During the three years of exhaustive (and exhausting) work I put into attaining the doctorate the hard way (one year of residence, two of working on the dissertation in absentia while teaching in New York), it is true that I dared not take the time for any extended fictional effort. In fact, when the Knights of Columbus fellowship which had enabled me to get my Master's at the Catholic University was renewed on my application eleven years later, I temporarily put aside the novel which I had begun, in order to concentrate entirely on the degree. As my dissertation was on The Catholic in the Eighteenth Century Novel (CUA Press, 1956) possibly my own experience as a novelist may have helped me to evaluate, analyze and trace essential patterns in the many-volumed sagas of suffering sensibility that supplied the circulating library trade of two centuries ago; but the austere, impersonal, objective style in which scholarly conclusions are to be couched is, of course, the very opposite of the warm, vivid concreteness at which the creative writer aims.


However, just as I had written the first draft for Less Than the Angels while getting my Master's (inspired by the example of Jane Austen, my thesis subject), so, while struggling toward the doctorate, I continued to review books and films for various magazines and also worked on a three-act play, which, even if never produced, still gave me the creative outlet I needed at the time. Then, too, throughout these years, new impressions and ideas for the novel constantly occurred, to be jotted down and filed away for future reference. When I finally attained the Ph.D. in 1956, I lost no time in returning to my real love, fiction. By way of immediate practice, I tried a short story based on a character from the novels, sold it to a magazine, and was encouraged to believe what I had felt all along, that I had not lost whatever ability I had ever had.

Thus the demands of the doctorate had done me no discernible harm, and in my other profession the degree, of course, has made all the difference. It brought an immediate promotion in the graduate school of St. John's University, Brooklyn, where I was then teaching, and ultimately made possible my appointment in 1960 as full professor and chairman of the English department at the new Queensborough Community College, sponsored by the State and the City of New York. As a by-product of the dissertation, I came across a decidedly off-beat subject for a scholarly article, Penelope Aubin: Forgotten Catholic Novelist, which appeared in Renascence. My researches also provided material for several more such articles, from which only more pressing writing projects have kept me.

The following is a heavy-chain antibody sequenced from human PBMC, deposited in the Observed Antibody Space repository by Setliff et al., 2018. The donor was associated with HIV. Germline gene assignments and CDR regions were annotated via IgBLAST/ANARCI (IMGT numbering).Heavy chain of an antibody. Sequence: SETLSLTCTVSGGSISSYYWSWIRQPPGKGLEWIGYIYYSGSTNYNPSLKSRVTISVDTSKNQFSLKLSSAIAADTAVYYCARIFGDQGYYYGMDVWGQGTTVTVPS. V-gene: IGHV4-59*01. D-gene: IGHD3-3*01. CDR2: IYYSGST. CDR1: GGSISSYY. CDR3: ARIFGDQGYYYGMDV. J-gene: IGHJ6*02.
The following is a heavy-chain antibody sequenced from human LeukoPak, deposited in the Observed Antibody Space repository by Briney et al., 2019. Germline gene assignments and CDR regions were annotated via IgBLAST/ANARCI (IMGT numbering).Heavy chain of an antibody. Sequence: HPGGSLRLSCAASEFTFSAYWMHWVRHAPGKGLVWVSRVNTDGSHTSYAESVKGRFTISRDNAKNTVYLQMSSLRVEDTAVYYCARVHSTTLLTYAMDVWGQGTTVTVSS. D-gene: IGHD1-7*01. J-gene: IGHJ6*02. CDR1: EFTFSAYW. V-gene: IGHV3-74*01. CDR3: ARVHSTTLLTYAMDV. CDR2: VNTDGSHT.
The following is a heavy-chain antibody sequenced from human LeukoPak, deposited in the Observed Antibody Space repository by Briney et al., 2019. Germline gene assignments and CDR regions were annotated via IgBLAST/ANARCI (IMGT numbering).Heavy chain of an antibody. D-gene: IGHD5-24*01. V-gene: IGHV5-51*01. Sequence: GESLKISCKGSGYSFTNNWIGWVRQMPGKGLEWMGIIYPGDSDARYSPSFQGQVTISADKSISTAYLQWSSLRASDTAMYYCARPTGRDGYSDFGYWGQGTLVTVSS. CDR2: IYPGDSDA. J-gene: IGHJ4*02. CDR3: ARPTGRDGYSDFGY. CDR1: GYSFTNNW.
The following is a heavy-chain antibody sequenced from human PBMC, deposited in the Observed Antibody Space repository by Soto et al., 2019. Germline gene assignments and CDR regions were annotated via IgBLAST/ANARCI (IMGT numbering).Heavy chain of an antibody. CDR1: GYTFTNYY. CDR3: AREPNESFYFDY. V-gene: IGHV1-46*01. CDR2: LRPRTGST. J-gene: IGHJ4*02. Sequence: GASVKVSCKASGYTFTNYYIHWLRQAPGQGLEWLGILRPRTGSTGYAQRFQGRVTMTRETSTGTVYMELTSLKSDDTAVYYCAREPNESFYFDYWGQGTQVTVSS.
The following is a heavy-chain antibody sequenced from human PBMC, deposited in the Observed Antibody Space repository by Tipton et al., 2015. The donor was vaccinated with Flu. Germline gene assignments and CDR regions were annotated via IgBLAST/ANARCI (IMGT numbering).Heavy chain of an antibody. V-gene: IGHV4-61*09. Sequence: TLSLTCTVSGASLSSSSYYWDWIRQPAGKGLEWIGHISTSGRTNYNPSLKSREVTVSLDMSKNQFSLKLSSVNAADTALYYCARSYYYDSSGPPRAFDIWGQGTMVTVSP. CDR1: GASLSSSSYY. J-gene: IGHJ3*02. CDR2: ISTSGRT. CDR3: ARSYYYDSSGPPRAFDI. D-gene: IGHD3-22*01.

After getting the degree, it took me nearly three years more to finish the novel Cone Tomorrow, but this 1 blame largely on the fact that I was teaching in two colleges, St. John's and City.

Though I still return to Buffalo several times a year, to visit my mother and friends there, I now live alone in an apartment on Manhattan's east side, on what I think is one of the loveliest streets in New York, East Seventieth, in a beautifully shaded block lined with Georgian town houses in varying shades of rosy brick. Of the myriad attractions of New York, undoubtedly the main one for me is the theatre, which has been a lifelong interest. My almost equally keen interest in the screen has enabled me for the past several years to serve as film critic for Marriage magazine.

I am also president of the Shakespeare Club of New York, active in the English Graduate Association of New York University (where I took a second minor for the doctorate), and just recently, sponsored by biographer Marchette Chute, I have joined the P.E.N. Club-so perhaps at last I may get to know some other writers. But no matter how my acquaintance here may widen through the years, I shall probably continue to convey my fictional observations in terms of people like those with whom I grew up. As Willa Cather observed, a writer does not choose his material, he adjusts himself to it, since it was basically absorbed before he was ten. But then, too, as Miss Cather herself was advised by Sarah Orne Jewett, "How well you must know the world before you can begin to write about the parish!"

Originally published in The Book of Catholic Authors, Walter Romig, Sixth Series, 1960.